French banker Guy de Rothschild yesterday called on America to help - but not intervene in - his country's efforts to get out of current economic and political problems.
Speaking at a luncheon at the International Club for visiting French business leaders, the chairman of the board of the Banque Rothschild said it would be a pity if this country disregarded the current swing toward socialism in Europe. 'If it took a turn for the worse, you would wake up and feel very sorry,' he remarked.
The baron, who is one of the richest men in France, spoke candidly of the "risk of upheaval, the paralyzing effect detrimental to our economy" that might follow a socialist victory in next March's general elections.
At the same time he sought to reassure American businessmen (with money to invest in France) that French businessmen are not a reactionary group, but "open to evolution, social minded and willing to go along with the new ways." French socialists are more utopian than socialists of Northern Europe like Olav former Swedish prime minister Olav Palme whose "boredom" caused his people to turn him out of office, Rothschild said.
In fact, 10 months before the elections, which Socialist leader Francois Mitterand is expected to win, the French stock market is already reacting negatively. Capital investment is way down and capital flight has become a major problem in France.
Rothschild argued against protectionist tarriffs and for a liberal expansionist policy. "We fear that a too super orthodox policy regardidng inflation might be very good here, but would go counter to what we would like in Europe. Let a little of your expansion overflow with us," he said.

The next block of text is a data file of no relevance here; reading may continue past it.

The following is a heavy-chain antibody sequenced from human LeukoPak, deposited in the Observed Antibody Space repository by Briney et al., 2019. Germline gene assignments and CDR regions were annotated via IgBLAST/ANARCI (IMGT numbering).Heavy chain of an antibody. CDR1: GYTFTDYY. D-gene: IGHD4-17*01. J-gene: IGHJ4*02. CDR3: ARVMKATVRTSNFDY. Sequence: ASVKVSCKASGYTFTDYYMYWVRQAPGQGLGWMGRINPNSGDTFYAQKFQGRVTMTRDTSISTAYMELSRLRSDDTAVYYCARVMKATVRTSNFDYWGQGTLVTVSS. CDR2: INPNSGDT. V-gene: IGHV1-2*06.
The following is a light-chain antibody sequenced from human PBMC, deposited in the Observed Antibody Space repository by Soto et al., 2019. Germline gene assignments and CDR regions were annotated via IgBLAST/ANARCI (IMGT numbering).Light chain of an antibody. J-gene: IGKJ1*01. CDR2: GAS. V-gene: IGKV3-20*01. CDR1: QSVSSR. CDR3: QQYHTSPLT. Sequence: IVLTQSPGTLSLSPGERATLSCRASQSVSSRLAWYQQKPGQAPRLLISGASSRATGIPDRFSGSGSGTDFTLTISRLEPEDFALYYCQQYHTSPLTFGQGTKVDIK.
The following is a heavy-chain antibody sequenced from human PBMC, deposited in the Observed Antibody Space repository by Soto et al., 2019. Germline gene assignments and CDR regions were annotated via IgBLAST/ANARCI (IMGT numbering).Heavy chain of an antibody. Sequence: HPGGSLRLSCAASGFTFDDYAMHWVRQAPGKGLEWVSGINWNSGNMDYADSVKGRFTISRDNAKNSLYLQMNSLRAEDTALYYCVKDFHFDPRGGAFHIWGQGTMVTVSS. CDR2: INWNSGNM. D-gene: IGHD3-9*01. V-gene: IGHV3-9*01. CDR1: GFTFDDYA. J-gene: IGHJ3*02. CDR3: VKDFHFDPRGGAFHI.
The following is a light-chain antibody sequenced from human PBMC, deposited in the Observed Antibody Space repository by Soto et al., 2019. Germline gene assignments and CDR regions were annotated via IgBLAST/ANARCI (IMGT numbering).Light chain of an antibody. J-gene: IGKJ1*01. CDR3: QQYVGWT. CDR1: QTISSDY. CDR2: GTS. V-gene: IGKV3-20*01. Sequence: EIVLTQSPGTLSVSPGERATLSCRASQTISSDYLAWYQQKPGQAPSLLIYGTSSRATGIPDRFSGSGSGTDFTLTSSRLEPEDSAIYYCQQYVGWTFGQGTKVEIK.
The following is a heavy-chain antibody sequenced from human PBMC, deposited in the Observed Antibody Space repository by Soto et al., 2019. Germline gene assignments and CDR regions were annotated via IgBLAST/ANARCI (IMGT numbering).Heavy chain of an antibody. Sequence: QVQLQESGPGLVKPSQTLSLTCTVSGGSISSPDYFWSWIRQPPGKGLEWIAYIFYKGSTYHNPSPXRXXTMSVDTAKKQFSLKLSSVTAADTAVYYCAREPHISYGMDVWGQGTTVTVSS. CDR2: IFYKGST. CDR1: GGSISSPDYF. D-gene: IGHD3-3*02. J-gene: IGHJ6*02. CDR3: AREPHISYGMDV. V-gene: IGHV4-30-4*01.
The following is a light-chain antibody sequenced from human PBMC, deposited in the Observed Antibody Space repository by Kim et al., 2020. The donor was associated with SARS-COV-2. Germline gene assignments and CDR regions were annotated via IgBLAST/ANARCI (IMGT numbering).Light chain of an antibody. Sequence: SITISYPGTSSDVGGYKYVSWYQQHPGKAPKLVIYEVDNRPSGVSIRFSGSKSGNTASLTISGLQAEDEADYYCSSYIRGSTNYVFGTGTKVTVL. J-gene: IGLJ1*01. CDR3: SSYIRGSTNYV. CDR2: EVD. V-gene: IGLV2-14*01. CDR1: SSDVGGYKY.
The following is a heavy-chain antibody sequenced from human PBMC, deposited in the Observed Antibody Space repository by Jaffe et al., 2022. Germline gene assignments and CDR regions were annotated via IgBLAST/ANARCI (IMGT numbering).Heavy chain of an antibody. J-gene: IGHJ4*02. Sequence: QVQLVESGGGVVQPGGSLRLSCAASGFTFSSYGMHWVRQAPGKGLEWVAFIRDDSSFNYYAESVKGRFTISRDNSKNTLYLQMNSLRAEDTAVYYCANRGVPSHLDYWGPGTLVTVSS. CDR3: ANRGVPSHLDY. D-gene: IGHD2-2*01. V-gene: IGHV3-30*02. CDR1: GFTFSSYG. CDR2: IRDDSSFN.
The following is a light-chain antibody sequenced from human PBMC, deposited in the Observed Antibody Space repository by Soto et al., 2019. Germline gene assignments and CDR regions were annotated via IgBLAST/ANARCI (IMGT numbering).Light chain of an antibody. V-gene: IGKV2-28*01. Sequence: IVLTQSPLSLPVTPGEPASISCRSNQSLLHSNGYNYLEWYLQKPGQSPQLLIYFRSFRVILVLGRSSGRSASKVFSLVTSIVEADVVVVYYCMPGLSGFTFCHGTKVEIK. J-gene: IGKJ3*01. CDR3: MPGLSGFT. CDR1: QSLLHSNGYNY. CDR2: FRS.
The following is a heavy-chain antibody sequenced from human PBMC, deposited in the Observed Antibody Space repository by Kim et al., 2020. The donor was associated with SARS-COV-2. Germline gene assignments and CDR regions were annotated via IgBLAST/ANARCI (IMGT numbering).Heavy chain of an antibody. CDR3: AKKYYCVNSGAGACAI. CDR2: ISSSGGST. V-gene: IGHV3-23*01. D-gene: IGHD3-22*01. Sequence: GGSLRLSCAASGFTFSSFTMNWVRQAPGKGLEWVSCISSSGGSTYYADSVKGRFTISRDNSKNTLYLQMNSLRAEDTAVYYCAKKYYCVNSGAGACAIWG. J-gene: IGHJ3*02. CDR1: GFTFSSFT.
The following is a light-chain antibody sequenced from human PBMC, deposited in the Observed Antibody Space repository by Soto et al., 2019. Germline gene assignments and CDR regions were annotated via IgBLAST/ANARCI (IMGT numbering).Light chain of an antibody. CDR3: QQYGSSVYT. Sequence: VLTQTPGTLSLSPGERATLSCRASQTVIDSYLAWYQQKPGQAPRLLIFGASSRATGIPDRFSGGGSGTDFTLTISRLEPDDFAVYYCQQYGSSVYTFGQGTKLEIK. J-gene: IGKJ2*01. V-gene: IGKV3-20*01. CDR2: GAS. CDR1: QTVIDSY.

He called it "not helpful and slightly unfair" that the United States was trying to curb the products of France's technological advance that earn it foreign currency. He specifically cited breeder reactors and the Concorde jet. Why is it, he asked, that the "noise of a 747 is music, while the noise of a Concorde is ear-splitting?"
Prime Minister Raymond Barre's newly appointed minister of foreign trade, Andre Rossi, also is visiting Washington in anticipation of the London economic summit. In remarks yesterday to the same meeting, Rossi cited several American practices he considers obstacles to increased trade: eight different possible system of customs duty evaluation so an exporter doesn't know the price before shipping; conflicting state and federal laws, and what he said was a failure of the U.S. to apply international rules on countervailing duties and antidumping measures.
Rossi also singled out what he termed very high duties levied on certain French exports: textiles, cognac, and specialty steel products. He pointed out that textiles are liable to duties in excess of 50 per cent and up to 100 per cent whereas European duties are about 30 per cent. "So a uniform reduction would mean that only the American tariffs would remain serious deterrent to trade. This, of course is not acceptable," he said.